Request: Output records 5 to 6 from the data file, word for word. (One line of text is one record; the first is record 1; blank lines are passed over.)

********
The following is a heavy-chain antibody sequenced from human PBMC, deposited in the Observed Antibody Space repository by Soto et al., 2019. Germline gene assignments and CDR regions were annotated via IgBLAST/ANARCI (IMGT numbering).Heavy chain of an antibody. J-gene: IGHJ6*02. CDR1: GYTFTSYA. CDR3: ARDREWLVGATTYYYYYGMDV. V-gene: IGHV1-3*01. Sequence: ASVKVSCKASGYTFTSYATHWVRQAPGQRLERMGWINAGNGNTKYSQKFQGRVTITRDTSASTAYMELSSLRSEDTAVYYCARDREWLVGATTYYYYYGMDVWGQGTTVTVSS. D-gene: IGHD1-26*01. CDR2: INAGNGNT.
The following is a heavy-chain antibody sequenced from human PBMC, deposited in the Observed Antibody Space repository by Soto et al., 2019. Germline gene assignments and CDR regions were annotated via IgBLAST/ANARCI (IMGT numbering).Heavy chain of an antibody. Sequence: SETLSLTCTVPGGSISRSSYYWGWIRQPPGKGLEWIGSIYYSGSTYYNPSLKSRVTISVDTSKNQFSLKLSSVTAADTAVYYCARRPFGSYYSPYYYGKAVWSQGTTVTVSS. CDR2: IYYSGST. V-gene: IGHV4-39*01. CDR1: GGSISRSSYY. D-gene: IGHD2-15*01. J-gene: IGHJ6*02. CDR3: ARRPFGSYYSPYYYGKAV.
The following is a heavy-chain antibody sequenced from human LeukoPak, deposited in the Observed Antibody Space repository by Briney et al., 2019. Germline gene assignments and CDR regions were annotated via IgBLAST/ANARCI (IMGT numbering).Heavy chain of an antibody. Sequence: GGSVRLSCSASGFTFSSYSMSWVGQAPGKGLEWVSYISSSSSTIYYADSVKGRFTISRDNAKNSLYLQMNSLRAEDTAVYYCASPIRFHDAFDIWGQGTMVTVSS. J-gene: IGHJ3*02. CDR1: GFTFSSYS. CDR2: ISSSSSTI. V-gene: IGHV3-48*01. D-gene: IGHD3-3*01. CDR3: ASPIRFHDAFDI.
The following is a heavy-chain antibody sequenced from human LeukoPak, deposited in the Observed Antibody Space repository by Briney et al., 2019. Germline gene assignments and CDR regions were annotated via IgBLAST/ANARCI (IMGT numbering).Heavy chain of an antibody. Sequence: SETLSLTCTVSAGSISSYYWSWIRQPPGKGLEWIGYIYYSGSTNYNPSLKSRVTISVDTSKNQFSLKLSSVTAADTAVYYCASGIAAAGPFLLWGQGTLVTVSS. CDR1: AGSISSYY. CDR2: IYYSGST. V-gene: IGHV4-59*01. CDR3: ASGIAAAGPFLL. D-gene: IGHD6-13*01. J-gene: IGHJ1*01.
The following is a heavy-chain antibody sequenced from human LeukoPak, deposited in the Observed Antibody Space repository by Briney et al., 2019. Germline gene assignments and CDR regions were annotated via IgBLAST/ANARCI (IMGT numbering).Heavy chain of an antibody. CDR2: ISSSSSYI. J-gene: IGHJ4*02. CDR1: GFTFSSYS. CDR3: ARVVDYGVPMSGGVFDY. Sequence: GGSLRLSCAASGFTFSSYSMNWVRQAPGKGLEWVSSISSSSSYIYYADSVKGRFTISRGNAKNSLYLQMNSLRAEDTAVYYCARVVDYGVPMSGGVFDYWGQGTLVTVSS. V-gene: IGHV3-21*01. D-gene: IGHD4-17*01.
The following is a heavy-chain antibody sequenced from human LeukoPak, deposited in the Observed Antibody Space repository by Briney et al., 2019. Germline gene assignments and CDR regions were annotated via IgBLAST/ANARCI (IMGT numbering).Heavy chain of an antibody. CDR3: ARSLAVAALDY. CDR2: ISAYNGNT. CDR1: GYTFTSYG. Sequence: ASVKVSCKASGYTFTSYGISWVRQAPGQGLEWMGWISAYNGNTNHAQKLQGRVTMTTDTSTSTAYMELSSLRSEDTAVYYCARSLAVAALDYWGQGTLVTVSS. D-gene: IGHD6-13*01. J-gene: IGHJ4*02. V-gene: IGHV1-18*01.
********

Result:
The following is a heavy-chain antibody sequenced from human LeukoPak, deposited in the Observed Antibody Space repository by Briney et al., 2019. Germline gene assignments and CDR regions were annotated via IgBLAST/ANARCI (IMGT numbering).Heavy chain of an antibody. CDR2: ISSSSSYI. J-gene: IGHJ4*02. CDR1: GFTFSSYS. CDR3: ARVVDYGVPMSGGVFDY. Sequence: GGSLRLSCAASGFTFSSYSMNWVRQAPGKGLEWVSSISSSSSYIYYADSVKGRFTISRGNAKNSLYLQMNSLRAEDTAVYYCARVVDYGVPMSGGVFDYWGQGTLVTVSS. V-gene: IGHV3-21*01. D-gene: IGHD4-17*01.
The following is a heavy-chain antibody sequenced from human LeukoPak, deposited in the Observed Antibody Space repository by Briney et al., 2019. Germline gene assignments and CDR regions were annotated via IgBLAST/ANARCI (IMGT numbering).Heavy chain of an antibody. CDR3: ARSLAVAALDY. CDR2: ISAYNGNT. CDR1: GYTFTSYG. Sequence: ASVKVSCKASGYTFTSYGISWVRQAPGQGLEWMGWISAYNGNTNHAQKLQGRVTMTTDTSTSTAYMELSSLRSEDTAVYYCARSLAVAALDYWGQGTLVTVSS. D-gene: IGHD6-13*01. J-gene: IGHJ4*02. V-gene: IGHV1-18*01.